Suddenly, the Krill cruiser comes under attack by an even bigger alien ship and several fighters. The energy shield to Mercer's cell deactivates and he takes out the guard and points the gun at Teleya.
The cruiser is boarded and an intense gunfight breaks out with a particularly vicious race of aliens that look a lot like Remens from "Star Trek: Nemesis." Any wounded Krill are mercilessly executed. It makes for a refreshingly tense action scene as Teleya and Mercer look desperately for an escape pod. [15 of the Most Bizarre Alien Species Featured in 'Star Trek']
The pod automatically takes them to the nearest planet with a breathable atmosphere. It crashes in a valley where the magnetic properties of the ore in the ground prevent a distress signal from being sent, and so they must work together. Or at the very least, the one without the gun must work for the one with the gun.
In a tension-relieving interlude, we return to the Orville where we see Malloy attempting to negotiate with a Krill captain, by coincidence, in a holodeck simulation. It doesn't go well.
And then we're back on the planet with Teleya and Mercer. As the two slowly make their way to higher ground, the conversation takes a familiar MacFarlane route down Pop Culture Road as they discuss all the movies they watched together when Teleya was Tyler. Turns out she was a fan of "Raiders of the Lost Ark."
"I found the hero … sympathetic. What was his name?" Teleya asks. "Belloq," she says, answering her own question and happy that she's remembered. Naturally, Mercer's reaction is similar to the viewers'. It's a very funny and nicely put together scene.
Knowing there's now a reference to "Raiders of the Lost Ark" in this episode, you can spot similarities between the music score here and that classic 1981 movie, from the intense firefight earlier to the slow walk through this planet's jungle canopy.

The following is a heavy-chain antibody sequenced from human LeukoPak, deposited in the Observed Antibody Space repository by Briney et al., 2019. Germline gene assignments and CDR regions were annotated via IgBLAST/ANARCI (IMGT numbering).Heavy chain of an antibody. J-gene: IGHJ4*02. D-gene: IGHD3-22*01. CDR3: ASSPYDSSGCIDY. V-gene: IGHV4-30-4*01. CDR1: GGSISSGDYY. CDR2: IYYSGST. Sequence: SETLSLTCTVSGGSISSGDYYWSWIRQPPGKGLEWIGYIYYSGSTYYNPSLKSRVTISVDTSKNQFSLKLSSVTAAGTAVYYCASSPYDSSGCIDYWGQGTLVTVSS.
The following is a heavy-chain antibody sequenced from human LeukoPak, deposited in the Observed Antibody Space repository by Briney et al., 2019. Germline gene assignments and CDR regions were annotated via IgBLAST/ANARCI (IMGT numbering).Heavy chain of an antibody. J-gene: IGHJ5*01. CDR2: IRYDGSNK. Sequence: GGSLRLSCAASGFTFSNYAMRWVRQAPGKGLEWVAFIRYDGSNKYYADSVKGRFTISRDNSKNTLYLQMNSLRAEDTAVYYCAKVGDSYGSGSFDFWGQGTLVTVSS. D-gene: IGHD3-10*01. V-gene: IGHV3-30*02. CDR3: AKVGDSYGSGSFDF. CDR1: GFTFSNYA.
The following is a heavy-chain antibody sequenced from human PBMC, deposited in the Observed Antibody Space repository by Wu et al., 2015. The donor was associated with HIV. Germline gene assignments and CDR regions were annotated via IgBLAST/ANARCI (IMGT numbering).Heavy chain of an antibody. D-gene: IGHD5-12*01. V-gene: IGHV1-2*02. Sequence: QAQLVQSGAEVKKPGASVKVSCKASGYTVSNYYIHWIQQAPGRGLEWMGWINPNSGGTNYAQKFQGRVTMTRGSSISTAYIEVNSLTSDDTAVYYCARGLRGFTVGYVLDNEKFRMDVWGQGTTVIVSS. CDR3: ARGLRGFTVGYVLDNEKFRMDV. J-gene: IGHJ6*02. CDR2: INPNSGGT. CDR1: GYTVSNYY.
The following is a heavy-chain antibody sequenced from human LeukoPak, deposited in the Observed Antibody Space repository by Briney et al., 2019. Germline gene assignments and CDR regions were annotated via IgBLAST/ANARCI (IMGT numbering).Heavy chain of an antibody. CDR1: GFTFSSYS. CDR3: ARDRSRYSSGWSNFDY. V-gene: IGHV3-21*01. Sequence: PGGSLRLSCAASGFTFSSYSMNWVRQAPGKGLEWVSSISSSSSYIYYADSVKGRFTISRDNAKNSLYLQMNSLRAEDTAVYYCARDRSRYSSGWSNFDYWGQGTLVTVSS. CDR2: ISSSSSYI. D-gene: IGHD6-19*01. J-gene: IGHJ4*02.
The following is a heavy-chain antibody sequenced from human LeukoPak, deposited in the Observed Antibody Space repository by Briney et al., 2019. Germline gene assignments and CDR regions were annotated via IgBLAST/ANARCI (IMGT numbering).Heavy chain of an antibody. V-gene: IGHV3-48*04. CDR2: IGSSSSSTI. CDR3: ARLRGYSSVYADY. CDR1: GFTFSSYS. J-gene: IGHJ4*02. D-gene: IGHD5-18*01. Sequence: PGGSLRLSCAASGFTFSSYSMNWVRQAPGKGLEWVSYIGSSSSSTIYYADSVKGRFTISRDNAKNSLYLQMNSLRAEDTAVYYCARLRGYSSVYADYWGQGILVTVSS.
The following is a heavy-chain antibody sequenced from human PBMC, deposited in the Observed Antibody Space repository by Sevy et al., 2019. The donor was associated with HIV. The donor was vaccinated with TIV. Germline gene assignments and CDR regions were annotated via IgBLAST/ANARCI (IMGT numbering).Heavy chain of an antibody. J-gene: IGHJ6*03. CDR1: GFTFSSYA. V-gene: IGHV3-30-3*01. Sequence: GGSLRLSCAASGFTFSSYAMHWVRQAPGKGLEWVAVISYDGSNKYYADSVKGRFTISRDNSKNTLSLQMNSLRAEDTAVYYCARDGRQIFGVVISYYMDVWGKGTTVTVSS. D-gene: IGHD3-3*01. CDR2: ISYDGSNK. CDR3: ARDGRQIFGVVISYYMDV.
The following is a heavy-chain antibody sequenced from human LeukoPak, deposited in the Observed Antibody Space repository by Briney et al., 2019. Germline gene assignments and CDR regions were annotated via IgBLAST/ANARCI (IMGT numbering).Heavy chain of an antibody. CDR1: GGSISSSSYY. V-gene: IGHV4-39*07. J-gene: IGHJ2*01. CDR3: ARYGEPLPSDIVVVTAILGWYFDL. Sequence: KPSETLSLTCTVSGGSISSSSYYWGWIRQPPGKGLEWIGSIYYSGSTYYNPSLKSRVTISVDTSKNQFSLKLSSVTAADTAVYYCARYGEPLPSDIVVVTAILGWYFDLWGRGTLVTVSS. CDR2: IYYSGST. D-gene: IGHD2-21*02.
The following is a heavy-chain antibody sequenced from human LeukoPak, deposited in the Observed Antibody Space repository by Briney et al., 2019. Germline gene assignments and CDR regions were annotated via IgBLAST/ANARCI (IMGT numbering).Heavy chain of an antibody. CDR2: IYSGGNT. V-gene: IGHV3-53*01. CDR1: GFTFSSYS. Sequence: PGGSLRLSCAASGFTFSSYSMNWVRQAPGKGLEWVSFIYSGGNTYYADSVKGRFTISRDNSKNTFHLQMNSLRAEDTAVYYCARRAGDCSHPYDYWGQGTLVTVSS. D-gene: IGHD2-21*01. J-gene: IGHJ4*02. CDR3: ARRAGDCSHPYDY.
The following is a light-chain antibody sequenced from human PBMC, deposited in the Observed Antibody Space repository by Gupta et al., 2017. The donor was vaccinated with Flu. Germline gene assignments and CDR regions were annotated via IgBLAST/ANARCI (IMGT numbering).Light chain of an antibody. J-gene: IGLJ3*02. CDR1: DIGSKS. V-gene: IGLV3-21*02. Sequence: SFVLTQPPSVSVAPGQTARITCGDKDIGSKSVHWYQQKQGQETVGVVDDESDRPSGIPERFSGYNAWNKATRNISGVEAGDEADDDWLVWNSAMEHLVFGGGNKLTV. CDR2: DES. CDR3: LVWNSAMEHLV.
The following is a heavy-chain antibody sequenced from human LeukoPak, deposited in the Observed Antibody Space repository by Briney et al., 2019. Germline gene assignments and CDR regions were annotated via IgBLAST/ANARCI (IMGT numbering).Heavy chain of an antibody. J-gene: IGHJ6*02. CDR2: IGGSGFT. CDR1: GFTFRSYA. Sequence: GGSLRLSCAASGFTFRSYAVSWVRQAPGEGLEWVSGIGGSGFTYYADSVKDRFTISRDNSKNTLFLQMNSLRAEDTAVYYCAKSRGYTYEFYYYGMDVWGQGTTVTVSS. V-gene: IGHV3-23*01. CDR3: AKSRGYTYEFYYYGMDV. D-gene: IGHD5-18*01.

They continue to talk, and Mercer insists that she felt something for him while she was Tyler in an effort to get through to her compassionate side. Their alien attackers are now hot on their trail in pursuit. With daybreak fast approaching — ultraviolet light burns the Krill, don't forget — they take shelter to wait out the day in a nearby cave.
Back on the ship, Malloy gives opens up to Grayson as to why he's chasing a command position … and then we're back to the cave. Mercer's patience as he tries to talk reason to the Krill is impressive — she's stubborn, to say the least. Turns out, though, that a day on this planet is 23 Earth days long, so while Teleya remains in the cave, Mercer will have to risk getting to higher ground on his own.
The Orville picks up the distress signal that Mercer sends, and once in the planetary system a shuttle is dispatched. In a race against time, Teleya must face going into the daylight with only Mercer's jacket to cover her exposed head. The rescue is a success, and doing the humane thing, Mercer allows a Krill cruiser to come and collect Teleya in the hope that this gesture will go some way to one day establishing peace.
Aside from a terrible choice of song at the end, the script, the story and even the cinematography make this one of the best episodes of "The Orville" so far. However, the danger this series runs is that it adds nothing new to an existing sci-fi — or more often specifically a "Star Trek" — trope. And just being a love letter to '80s pop culture, while fun and entertaining, is not enough. Previous episodes like "Krill" (S01, E06) or "New Dimensions" (S01, E11) were thoroughly entertaining, and "Majority Rule" (S01, E07) was an idea that had been tackled recently — most memorably in the "Black Mirror" episode "Nosedive" (S03, E01). But "About a Girl" (S01, E03) and even "Ja'loja" (S02, E01) add a little something extra, so we'd like to see more of that, please.
Season 2 of "The Orville" is on Thursdays at 9 p.m. ET on Fox in the U.S.. It can be watched on demand on Fox Now and Hulu. It's also available on Fox.com in the U.S. In the U.K., it's on Thursdays at 9 p.m. GMT on Fox. The first season of "The Orville" is available to buy (opens in new tab) on DVD, and a season pass can be purchased from Amazon (opens in new tab).